The government needs to review the targeting of its scholarship and training programs to better reach the youth who need these opportunities the most.

This was one of the key points raised by Philippines Business for Education (PBEd) Executive Director Lovelaine Basillote during the webinar titled “Empowering Youth Not in Employment, Education, or Training through Technical and Vocational Education and Training” recently organized by the Philippine Institute for Development Studies (PIDS).

Basillote noted that it is important to know where the youth are, what constraints they face, and what interventions and training programs are in place, so that the government can make the right interventions.

“We can focus our interventions and redefine existing ones to really target the youth in poor and rural communities; these are the women with home care responsibilities. We saw similar data in the course of implementation of YouthWorks PH,” Basillote said.

YouthWorks PH is a five-year joint project between PBEd and the United States Agency for International Development, which “aims to make education and training more responsive to the needs of the economy by working with the government, industry, and the academe to provide opportunities for youth not in employment, education, or training (NEET)”.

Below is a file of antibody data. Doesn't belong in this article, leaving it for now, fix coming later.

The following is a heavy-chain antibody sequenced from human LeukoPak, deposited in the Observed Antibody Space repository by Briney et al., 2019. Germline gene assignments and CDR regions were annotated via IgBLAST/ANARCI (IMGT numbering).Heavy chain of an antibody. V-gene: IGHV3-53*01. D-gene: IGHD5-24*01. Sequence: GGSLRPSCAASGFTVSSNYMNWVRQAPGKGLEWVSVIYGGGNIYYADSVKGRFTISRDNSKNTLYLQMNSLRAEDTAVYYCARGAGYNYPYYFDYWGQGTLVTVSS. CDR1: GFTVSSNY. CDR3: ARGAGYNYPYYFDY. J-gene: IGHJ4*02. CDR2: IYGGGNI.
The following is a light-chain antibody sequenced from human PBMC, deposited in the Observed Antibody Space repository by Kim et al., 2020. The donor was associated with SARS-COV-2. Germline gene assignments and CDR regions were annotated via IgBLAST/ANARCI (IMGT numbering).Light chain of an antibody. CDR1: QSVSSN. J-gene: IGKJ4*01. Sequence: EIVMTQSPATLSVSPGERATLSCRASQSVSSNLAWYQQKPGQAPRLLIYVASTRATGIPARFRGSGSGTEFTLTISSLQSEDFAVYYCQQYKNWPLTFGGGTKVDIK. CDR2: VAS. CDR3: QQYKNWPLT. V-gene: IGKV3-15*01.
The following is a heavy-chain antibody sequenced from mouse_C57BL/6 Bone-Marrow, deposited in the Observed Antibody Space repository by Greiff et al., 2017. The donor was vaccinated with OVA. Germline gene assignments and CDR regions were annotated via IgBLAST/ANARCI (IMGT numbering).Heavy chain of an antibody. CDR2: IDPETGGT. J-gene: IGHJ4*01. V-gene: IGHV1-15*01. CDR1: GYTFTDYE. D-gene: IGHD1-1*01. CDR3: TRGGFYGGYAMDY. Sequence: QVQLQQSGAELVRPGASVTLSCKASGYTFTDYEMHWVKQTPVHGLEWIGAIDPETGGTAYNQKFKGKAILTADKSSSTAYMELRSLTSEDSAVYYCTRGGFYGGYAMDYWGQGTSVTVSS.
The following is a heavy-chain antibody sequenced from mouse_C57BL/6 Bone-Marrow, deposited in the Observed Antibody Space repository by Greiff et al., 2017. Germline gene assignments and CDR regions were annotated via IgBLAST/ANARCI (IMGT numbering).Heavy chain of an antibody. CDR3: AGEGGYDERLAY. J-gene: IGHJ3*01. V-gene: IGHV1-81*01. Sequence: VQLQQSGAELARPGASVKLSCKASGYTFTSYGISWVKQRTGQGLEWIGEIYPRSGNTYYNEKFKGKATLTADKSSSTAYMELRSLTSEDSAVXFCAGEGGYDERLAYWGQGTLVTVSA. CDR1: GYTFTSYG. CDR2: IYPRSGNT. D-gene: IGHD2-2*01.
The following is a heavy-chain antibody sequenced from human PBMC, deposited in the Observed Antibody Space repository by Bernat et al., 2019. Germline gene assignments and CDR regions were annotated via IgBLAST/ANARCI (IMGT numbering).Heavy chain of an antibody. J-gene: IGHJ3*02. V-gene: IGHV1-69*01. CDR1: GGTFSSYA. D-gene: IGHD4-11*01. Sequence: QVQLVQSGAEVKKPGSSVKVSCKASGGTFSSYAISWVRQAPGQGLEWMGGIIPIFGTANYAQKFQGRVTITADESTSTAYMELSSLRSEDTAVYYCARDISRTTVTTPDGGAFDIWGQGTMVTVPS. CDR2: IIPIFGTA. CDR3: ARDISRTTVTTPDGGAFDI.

Basillote noted that trainings are “directly and indirectly expensive”, with the wrap-around costs of a youth trainee reaching around PHP 15,000 for a two- to three-month training in professions such as construction, information and communications technology, tourism, and manufacturing, as estimated by YouthWorks PH.

To address this, Basillote said the project “provides wrap-around services, such as transportation and dormitory allowances, through its strategic partners to encourage more young women to train in construction jobs, which are in high demand even during the pandemic”.

The government can also maximize the use of technology, such as virtual reality training, to address mobility restrictions, according to Basillote.

Meanwhile, she also noted the “overestimation of the number of youth NEET” in the country, urging the government to rethink the scope of its scholarship programs.

“Maybe we should limit the number of scholarship programs but increase the support to ensure completion and employment,” she pointed out.

Aside from improving the scope of scholarship programs, Basillote urged the government to focus on the needs of the trainees, such as wrap-around costs, and inform them of the benefits of training. ###

You may watch the webinar at or

For more videos of PIDS events, go to   

Main Menu

Secondary Menu